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Key forms of manifestation of Holocaust distortion

  1. Intentional efforts to excuse or minimize the impact of the Holocaust or its principal elements, including collaborators and allies of Nazi Germany:
    • Asserting that the Holocaust is not relevant to a nation’s history because it was a Nazi Germany-organized crime, while ignoring the role played by local collaborators or members of the Axis in the crimes of the Holocaust.
    • Suggesting that the Holocaust did not influence postwar international norms and institutions or that it is relevant only for Jews.
    • Drawing equivalence between the Holocaust and other state sponsored crimes, as a way to de-emphasize the Holocaust.
  1. Attempts to blur the responsibility for Nazi Germany’s establishment of concentration and death camps by blaming other nations or ethnic groups:
    • Shifting the sole blame for the Holocaust onto local collaborators while ignoring Nazi Germany’s responsibility for the genocide.
  1. Gross minimization of the number of victims of the Holocaust, in contradiction to reliable sources:
    • Asserting that the number of victims was several millions less than the accepted figure of approximately six million Jews murdered by the Nazis and their accomplices. (Scholarly estimates have ranged from 5.3–6.2 million victims, with 5.7 million as the figure accepted by most experts in the field.1]
  1. Use of the term “Holocaust” in relation with current events with disregard to historical facts and context, in ways that downplay the systematic murder of Jews in Europe. Irresponsible comparisons can distort the understanding of both contemporary phenomena and the Holocaust:
    • Appropriating the emotional and rhetorical force of the Holocaust in the service of a political, social or moral agenda by equating the Holocaust to another event, without regard for the integrity of the historical past or the suffering of the victims of the Holocaust.
    • Claiming equivalence between the Holocaust and unrelated contemporary events, genocides, and/or mass atrocities.
  1. Attempts to blame Jewish people for causing their own genocide:
    • Claiming that Jewish people somehow deserved or provoked their fate through their behavior.
    • Claiming that Jewish people were actively complicit in the Holocaust, in order to use it to gain a national state.
  1. State-sponsored manipulation of Holocaust history:
    • State-sponsored pronouncements against other countries’ actions during the Holocaust, in order to sow political discord. [This was common during Cold War propaganda and continues through to the present day. It instills defensive responses and threatens honest engagement with this history.]
    • Attempts to limit academic and public discourse on Holocaust history by means of legislation and penalties.
    • Promoting narratives of national suffering or protecting the reputations of national heroes who contributed to the persecution of Jews or overemphasizing/exaggerating the attempts of the local population to rescue Jews.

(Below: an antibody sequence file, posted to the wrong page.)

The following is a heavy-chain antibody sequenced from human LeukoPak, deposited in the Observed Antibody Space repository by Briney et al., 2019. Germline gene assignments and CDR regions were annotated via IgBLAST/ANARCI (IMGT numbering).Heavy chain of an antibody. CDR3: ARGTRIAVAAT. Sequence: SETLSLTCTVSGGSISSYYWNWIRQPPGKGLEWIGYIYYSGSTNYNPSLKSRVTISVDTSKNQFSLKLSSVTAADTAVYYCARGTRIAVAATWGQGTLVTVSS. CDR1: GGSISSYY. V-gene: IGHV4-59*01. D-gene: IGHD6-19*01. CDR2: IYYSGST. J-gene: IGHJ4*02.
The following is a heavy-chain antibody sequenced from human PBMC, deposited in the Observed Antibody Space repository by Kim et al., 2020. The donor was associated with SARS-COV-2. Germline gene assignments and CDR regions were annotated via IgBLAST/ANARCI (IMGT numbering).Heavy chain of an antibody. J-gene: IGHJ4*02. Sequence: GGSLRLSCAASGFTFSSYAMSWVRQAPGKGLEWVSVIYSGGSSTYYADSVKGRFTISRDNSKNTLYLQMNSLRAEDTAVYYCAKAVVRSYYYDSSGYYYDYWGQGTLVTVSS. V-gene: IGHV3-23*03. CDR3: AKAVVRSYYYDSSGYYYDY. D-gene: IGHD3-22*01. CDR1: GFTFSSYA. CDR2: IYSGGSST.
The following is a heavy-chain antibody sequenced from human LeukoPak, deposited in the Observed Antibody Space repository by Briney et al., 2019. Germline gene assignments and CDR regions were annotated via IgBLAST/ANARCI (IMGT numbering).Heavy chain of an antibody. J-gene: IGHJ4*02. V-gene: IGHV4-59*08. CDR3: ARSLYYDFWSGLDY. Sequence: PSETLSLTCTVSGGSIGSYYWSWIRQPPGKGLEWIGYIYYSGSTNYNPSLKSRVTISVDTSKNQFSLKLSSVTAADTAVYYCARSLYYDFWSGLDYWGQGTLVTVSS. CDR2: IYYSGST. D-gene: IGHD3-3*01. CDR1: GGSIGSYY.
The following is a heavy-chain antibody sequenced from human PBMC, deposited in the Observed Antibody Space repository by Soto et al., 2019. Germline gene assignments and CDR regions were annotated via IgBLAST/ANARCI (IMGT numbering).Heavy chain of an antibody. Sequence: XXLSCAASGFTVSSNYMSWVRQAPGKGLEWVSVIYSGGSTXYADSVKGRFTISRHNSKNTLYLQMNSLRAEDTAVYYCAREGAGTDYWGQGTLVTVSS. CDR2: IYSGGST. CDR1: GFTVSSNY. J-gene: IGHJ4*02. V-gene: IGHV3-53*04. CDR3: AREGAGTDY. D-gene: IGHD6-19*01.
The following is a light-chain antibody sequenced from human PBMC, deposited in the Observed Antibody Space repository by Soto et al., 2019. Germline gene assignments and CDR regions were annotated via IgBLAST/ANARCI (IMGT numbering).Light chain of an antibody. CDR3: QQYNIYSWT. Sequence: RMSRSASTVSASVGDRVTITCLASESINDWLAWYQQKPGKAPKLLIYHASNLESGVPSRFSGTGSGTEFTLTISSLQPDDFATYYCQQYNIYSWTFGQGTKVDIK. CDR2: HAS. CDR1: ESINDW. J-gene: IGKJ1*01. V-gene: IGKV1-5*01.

• Efforts to rehabilitate the reputation of persons, organizations or ideologies associated with Holocaust-era crimes. [Such actions can also glorify collaboration with the Nazis or legitimize Nazi ideology.]
    • Obscuring the roles played by religious institutions, political parties, educational institutions or prominent figures in the arts and sciences in Holocaust-era crimes. [This may result from comparing atrocity crimes without careful contextualization.]
  1. Statements that cast the Holocaust as a positive historical event suggesting that it did not go far enough:
    • Claiming that the Nazis were justified in their drive to exterminate the Jewish or Roma people.
  1. Accusing Jews of seeking benefit from the Holocaust:
    • Claiming that Jewish people “use” the Holocaust for purposes of financial gain or to justify the establishment of the State of Israel.
    • Claiming that the Holocaust is given more importance than it deserves
    • Claiming that Jewish people use the Holocaust to manipulate others
  1. Use of imagery and language associated with the Holocaust for political, ideological or commercial purposes, disconnected from the historical context:
    • Use of language and images associated with the Holocaust in an attempt to cast negative aspersions on others or in order to attract public attention.
    • Overusing the word “Holocaust” in ways divorced from discussion on the history or its relevance.
  1. De-Judaization of the Holocaust:
    • Deliberately omitting the fact that it was a genocide perpetrated against Jews.
    • Ignoring or trying to diminish the role of antisemitism in the Holocaust, such as antisemitic propaganda and legislation against Jews passed by the Nazi regime, its allies and collaborators.
    • Silencing the history of the Holocaust.

1 Understanding Holocaust Distortion: Contexts, Influences and Examples, page 17